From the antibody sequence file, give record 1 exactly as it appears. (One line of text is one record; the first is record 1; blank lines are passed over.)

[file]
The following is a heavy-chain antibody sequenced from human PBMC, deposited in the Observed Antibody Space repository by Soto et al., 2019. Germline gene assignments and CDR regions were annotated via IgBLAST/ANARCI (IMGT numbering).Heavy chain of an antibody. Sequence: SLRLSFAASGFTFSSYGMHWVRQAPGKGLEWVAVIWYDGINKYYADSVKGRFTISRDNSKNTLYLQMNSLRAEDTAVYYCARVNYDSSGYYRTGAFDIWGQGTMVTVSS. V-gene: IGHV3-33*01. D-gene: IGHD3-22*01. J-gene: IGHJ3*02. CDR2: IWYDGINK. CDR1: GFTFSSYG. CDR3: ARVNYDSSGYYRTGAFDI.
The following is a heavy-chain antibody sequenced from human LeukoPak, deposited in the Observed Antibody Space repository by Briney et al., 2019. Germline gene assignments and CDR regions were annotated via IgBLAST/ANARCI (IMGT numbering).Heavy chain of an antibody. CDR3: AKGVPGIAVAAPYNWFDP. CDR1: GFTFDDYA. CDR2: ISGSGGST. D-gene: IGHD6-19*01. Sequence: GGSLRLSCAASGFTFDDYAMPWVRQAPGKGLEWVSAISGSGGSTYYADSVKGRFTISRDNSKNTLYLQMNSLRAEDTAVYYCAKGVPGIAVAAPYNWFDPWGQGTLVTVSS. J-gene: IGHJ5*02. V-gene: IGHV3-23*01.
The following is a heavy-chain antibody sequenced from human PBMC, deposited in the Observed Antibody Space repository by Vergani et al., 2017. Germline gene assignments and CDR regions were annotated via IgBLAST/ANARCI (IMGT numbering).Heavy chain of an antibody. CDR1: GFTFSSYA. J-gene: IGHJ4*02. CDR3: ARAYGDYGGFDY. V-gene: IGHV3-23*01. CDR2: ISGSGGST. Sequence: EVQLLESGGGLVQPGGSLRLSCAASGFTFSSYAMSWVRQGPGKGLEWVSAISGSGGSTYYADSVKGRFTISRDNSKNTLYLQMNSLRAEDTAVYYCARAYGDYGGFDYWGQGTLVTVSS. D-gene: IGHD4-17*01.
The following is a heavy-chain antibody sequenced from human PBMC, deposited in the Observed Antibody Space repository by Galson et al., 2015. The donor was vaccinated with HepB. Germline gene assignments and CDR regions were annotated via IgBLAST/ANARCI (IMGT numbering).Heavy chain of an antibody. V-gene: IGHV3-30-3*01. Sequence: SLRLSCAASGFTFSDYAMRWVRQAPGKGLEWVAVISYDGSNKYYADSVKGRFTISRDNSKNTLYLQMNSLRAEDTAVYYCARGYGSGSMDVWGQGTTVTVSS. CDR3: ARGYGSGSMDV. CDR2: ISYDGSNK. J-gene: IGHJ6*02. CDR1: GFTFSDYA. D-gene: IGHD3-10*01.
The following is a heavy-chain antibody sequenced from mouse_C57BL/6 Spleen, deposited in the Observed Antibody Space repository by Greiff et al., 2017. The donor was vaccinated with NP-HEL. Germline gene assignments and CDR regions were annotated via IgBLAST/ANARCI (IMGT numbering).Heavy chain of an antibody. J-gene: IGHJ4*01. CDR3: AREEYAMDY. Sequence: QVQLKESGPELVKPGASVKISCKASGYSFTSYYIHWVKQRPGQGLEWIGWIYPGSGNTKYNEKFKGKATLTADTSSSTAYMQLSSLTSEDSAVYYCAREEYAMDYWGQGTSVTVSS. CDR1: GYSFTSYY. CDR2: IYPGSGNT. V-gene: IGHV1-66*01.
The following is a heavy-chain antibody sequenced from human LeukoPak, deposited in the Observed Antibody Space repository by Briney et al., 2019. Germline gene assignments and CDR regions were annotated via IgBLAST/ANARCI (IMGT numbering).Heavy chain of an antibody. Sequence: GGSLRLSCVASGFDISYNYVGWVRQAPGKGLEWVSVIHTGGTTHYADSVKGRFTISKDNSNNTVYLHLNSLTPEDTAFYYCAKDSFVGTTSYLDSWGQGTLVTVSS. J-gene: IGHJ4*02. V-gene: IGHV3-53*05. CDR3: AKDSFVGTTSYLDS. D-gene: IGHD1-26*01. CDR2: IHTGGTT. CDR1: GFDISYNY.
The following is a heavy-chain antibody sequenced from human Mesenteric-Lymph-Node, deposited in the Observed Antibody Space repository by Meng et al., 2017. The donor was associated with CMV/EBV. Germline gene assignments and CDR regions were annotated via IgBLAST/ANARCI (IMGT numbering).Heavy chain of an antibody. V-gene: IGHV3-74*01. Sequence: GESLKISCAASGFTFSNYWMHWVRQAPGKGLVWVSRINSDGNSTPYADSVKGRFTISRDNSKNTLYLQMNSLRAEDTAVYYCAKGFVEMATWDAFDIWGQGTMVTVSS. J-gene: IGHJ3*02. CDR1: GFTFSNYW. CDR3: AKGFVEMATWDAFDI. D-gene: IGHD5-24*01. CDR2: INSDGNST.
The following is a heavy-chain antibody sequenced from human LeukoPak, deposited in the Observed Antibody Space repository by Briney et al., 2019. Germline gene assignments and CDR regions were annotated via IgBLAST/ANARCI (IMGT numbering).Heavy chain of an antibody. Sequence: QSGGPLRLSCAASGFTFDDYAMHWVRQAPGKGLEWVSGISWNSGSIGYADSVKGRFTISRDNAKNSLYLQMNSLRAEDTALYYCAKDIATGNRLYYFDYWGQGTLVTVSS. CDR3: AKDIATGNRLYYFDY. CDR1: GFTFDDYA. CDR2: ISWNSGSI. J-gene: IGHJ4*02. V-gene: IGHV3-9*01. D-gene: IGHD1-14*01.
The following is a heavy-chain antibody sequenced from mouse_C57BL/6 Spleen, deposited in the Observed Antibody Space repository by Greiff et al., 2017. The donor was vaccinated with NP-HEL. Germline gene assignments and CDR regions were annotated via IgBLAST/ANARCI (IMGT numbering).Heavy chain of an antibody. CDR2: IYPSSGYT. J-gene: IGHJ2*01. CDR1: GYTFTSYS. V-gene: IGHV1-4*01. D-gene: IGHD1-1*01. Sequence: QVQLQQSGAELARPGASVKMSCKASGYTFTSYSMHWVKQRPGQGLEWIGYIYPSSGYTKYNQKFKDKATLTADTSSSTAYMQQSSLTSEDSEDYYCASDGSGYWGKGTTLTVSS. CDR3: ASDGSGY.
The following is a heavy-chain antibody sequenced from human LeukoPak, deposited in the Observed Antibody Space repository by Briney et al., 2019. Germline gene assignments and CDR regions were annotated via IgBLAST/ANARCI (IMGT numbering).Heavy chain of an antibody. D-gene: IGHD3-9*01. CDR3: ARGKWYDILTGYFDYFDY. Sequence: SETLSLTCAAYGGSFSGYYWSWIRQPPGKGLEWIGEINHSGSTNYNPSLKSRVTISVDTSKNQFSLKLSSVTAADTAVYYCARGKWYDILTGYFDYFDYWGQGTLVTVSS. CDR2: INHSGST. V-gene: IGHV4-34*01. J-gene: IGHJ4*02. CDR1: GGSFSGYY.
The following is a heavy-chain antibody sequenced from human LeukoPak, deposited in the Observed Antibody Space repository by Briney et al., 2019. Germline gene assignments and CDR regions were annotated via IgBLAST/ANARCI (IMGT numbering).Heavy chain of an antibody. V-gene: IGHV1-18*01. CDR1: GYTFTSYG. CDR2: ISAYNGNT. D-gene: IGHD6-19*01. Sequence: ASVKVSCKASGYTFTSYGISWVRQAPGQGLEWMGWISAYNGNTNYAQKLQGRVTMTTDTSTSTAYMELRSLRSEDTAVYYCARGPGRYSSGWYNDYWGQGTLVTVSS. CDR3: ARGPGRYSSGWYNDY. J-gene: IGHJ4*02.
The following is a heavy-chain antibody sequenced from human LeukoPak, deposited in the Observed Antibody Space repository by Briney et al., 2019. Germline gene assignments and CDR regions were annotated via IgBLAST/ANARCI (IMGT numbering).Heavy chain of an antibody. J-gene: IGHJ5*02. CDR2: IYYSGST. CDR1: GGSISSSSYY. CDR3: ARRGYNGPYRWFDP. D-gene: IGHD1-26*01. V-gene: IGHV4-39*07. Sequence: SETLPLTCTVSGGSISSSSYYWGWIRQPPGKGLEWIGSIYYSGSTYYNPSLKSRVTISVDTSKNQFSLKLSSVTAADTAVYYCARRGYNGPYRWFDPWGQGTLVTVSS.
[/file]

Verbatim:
The following is a heavy-chain antibody sequenced from human PBMC, deposited in the Observed Antibody Space repository by Soto et al., 2019. Germline gene assignments and CDR regions were annotated via IgBLAST/ANARCI (IMGT numbering).Heavy chain of an antibody. Sequence: SLRLSFAASGFTFSSYGMHWVRQAPGKGLEWVAVIWYDGINKYYADSVKGRFTISRDNSKNTLYLQMNSLRAEDTAVYYCARVNYDSSGYYRTGAFDIWGQGTMVTVSS. V-gene: IGHV3-33*01. D-gene: IGHD3-22*01. J-gene: IGHJ3*02. CDR2: IWYDGINK. CDR1: GFTFSSYG. CDR3: ARVNYDSSGYYRTGAFDI.